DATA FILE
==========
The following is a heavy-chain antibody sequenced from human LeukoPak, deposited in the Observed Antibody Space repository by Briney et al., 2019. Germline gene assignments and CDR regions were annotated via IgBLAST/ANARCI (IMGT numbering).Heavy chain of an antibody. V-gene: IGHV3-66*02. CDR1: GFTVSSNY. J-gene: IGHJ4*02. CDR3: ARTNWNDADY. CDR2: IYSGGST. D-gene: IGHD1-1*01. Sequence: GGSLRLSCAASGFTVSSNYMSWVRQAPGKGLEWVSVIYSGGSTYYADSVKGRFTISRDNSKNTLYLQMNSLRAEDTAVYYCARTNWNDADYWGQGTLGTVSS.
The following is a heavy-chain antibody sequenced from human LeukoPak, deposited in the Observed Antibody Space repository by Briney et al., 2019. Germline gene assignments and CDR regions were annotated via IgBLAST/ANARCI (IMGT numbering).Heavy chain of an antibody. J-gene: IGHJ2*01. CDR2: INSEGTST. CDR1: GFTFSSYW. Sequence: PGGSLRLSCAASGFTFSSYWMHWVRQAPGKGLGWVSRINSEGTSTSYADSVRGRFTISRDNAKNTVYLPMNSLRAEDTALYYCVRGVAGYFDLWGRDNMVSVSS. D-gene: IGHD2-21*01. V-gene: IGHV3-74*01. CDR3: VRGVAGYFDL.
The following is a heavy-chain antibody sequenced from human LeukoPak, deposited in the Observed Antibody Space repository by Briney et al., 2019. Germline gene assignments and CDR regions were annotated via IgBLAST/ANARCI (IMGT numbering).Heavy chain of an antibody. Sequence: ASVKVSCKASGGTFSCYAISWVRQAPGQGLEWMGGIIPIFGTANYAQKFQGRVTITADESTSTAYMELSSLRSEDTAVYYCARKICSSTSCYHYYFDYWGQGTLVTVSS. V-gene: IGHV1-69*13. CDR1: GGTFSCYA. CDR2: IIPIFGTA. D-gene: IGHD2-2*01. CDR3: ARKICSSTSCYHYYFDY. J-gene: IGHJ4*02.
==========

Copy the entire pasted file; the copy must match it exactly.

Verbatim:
The following is a heavy-chain antibody sequenced from human LeukoPak, deposited in the Observed Antibody Space repository by Briney et al., 2019. Germline gene assignments and CDR regions were annotated via IgBLAST/ANARCI (IMGT numbering).Heavy chain of an antibody. V-gene: IGHV3-66*02. CDR1: GFTVSSNY. J-gene: IGHJ4*02. CDR3: ARTNWNDADY. CDR2: IYSGGST. D-gene: IGHD1-1*01. Sequence: GGSLRLSCAASGFTVSSNYMSWVRQAPGKGLEWVSVIYSGGSTYYADSVKGRFTISRDNSKNTLYLQMNSLRAEDTAVYYCARTNWNDADYWGQGTLGTVSS.
The following is a heavy-chain antibody sequenced from human LeukoPak, deposited in the Observed Antibody Space repository by Briney et al., 2019. Germline gene assignments and CDR regions were annotated via IgBLAST/ANARCI (IMGT numbering).Heavy chain of an antibody. J-gene: IGHJ2*01. CDR2: INSEGTST. CDR1: GFTFSSYW. Sequence: PGGSLRLSCAASGFTFSSYWMHWVRQAPGKGLGWVSRINSEGTSTSYADSVRGRFTISRDNAKNTVYLPMNSLRAEDTALYYCVRGVAGYFDLWGRDNMVSVSS. D-gene: IGHD2-21*01. V-gene: IGHV3-74*01. CDR3: VRGVAGYFDL.
The following is a heavy-chain antibody sequenced from human LeukoPak, deposited in the Observed Antibody Space repository by Briney et al., 2019. Germline gene assignments and CDR regions were annotated via IgBLAST/ANARCI (IMGT numbering).Heavy chain of an antibody. Sequence: ASVKVSCKASGGTFSCYAISWVRQAPGQGLEWMGGIIPIFGTANYAQKFQGRVTITADESTSTAYMELSSLRSEDTAVYYCARKICSSTSCYHYYFDYWGQGTLVTVSS. V-gene: IGHV1-69*13. CDR1: GGTFSCYA. CDR2: IIPIFGTA. D-gene: IGHD2-2*01. CDR3: ARKICSSTSCYHYYFDY. J-gene: IGHJ4*02.